Policing Policy: EPS Misconduct

Policing Policy: EPS Misconduct

The community safety and well being task force released its report identifying 14 recommendations which the city councillors are asked to implement.  

One of these recommendations is for the police to have a transparent process when complaints are received from the public. Currently, copies of disciplinary decisions can only be obtained by contacting the EPSFOIPP coordinator.  The task force asks for all decisions be published online as a standard practice.

Now, when complaints come against the police dept there are 3 tracks these complaints works its way through. If the complaint is not serious then it is dealt with informally until are solution is found.  

When a complaint is serious it either goes to the major case team or to ASIRT.

All 3 tracks are investigated by police officers.  

Even though ASIRT is seen as a ‘civilian oversight agency’ all the investigators are either current or ex-police officers.

In 2019 there were 28 allegations of assault made against the Edmonton police and out of the 28 only 1 resulted in conviction and 1 in a conditional discharge.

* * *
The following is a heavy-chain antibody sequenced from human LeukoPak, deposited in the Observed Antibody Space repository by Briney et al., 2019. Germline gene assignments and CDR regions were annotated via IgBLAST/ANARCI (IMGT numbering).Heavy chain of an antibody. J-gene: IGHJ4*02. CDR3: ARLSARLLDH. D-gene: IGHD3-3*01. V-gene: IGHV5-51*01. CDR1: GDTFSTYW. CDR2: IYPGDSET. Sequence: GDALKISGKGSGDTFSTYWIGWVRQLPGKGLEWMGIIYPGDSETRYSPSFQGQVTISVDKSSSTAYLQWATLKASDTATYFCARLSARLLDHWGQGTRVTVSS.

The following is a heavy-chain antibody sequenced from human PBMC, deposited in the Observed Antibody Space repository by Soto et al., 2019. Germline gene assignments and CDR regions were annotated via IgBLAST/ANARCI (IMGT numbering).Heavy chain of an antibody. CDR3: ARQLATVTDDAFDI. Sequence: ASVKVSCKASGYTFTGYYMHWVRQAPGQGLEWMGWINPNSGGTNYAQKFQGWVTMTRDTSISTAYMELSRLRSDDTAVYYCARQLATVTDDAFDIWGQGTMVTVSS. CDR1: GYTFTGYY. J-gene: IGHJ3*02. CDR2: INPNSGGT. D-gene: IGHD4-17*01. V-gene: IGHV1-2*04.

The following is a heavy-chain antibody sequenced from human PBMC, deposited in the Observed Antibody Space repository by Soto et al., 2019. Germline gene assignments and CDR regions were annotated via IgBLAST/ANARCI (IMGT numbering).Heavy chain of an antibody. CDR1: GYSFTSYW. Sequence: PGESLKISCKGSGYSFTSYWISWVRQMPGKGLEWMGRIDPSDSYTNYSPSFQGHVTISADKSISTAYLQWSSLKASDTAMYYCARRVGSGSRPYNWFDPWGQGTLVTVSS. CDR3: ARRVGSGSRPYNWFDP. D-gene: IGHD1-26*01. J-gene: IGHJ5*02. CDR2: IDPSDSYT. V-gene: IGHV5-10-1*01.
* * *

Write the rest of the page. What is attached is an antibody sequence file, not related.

When you look at the case the Edmonton Journal posted on April1/21 police officer Marty Franco who joined the force in 2009 has 3 separate incidents of police misconduct.  

1.      First on in 2011 for using excessive force,

2.     the second one in 2014 for deceit and

3.     the most current one from 2017 where he dragged a man through the mall.  

In all 3 cases he was found guilty.  

My question is why is he still working with the police department?  

For the 2017 incident he received community service.

1.      For dragging the man on the floor,

2.     unlawful use of force and

3.     failing to properly report the use of force in his documentation.

He received 30-hour suspension without pay and 60 hours of community service.

Mr. Franco has 2 convictions of deceit and 2 cases of excessive use of force on his record.

Evidence shows police investigating themselves may not necessarily produce objective outcomes and keep the community safer.  

I would not only ask for transparency of the complaint process I would also ask police do not investigate themselves.  

Rather, I would advocate for a civilian led committee where all public complaints would go to.  

In this way there will be no perception of biases and the public will begin to have a greater level of trust with the police dept.  

If I was elected to city council, I will be bringing this initiative forward.